“Let’s face it,” said Kamenetz, “one of the reasons Buddhism has become so popular, with so many Americans, so fast, is that people have stripped away all of the rules and the precepts and the work that has to do with how you are supposed to live your life. In doing so, they have stripped Buddhism of its ethical content.
“You are left with a religion that makes very few demands of you. Is that Buddhism?”
Meanwhile, the Post story is packed with gripping details about how Alexis did, or did not, practice Buddhism during the final years of his troubled life. The result is a haunting series of questions, but these questions do not — yet — have answers.
Did Alexis’ regular practice of meditation at the temple in 2010, along with the incense and gold Buddha he kept in his room, ease what he described as post-traumatic stress disorder and hallucinations? Or did he feel ultimately disconnected in his adopted spiritual community, where worship and post-meditation evening chats were in Thai, a language he spoke, but not fluently?
How was he affected, if at all, when his close friend and roommate, a Thai Buddhist, converted to Christianity?
Alexis told his Buddhist landlord he wanted to be a monk, but his attendance at temple services slipped from several times a week in 2010 to about once a month in 2011, before largely fading altogether. He knew of the temple’s ban on drinking and violence, but he considered Heineken beer his drink of choice and carried a gun “at all times,” said Oui Suthamtewakul, a friend and roommate from the temple.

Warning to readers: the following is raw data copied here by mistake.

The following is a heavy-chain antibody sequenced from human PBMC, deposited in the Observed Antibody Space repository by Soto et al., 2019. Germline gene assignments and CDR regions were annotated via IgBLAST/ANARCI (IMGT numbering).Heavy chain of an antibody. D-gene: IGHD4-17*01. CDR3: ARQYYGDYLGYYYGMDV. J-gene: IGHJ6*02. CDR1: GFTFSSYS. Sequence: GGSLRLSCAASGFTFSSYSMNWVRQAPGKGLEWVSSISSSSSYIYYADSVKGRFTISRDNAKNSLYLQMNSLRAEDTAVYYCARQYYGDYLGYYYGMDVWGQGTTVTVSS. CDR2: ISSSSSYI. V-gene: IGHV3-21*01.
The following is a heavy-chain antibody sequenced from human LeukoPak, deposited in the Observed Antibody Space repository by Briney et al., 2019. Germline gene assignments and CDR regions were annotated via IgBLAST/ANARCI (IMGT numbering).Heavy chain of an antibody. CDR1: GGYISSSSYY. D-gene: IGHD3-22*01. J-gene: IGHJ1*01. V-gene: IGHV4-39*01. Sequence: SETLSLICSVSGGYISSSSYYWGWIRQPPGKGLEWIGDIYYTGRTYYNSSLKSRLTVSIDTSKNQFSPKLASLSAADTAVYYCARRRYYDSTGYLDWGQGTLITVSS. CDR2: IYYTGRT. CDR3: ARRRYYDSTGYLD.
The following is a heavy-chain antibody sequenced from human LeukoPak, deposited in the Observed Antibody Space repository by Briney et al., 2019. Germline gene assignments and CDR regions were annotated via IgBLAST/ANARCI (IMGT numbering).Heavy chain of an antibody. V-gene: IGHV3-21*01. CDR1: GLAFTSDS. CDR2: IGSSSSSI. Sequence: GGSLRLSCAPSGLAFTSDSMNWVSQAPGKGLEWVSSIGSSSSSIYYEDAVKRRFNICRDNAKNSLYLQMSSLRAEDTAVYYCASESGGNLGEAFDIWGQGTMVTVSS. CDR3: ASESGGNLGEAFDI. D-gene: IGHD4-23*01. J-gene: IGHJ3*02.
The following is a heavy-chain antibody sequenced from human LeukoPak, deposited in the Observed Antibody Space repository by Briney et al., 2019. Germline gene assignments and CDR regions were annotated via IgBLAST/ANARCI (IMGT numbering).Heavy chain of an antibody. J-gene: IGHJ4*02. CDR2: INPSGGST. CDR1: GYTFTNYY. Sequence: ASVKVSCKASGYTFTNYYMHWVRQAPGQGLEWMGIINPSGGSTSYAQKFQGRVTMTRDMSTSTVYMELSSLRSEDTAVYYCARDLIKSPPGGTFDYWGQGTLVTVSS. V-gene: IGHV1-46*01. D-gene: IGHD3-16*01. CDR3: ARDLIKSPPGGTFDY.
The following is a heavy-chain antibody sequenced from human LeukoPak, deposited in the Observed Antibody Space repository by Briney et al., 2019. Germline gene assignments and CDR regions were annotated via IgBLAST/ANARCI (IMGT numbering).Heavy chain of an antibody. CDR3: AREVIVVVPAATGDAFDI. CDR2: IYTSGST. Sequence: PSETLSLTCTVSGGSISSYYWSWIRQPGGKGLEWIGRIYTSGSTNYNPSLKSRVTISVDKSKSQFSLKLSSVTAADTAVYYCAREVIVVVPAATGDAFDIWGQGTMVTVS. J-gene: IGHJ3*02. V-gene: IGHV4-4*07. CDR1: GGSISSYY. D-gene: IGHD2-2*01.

Yes, it would have helped if the story had included some references to Buddhist movements in other parts of the world that are linked, to say the least, to the use of violence, including against believers in other faiths. What about the 969 movement in Burma, for example?
Still, it’s hard to fit everything into one report and I appreciated the facts and sources assembled in this early effort. We can only hope that the Post religion team continues to chase this angle of the tragedy, which I am sure it will.
As for me, I am haunted by this section near the end of the report, which once again used the voice of the Buddhist ethicist quoted earlier:
To some experts, the Navy Yard tragedy raises difficult-to-ask questions about Buddhism and mental health. Whitaker posed this: Are there particular issues for people who delve deeply into meditation but may not have a strong or well-developed connection to Buddhism’s history and theology?
“Meditation alone may have no effect whatsoever on one’s morals and hence overall life,” Whitaker wrote in the blog post. “And it might also, as many people find out early in the process, actually open up deeper layers of pain, anger, and guilt that have been effectively repressed.”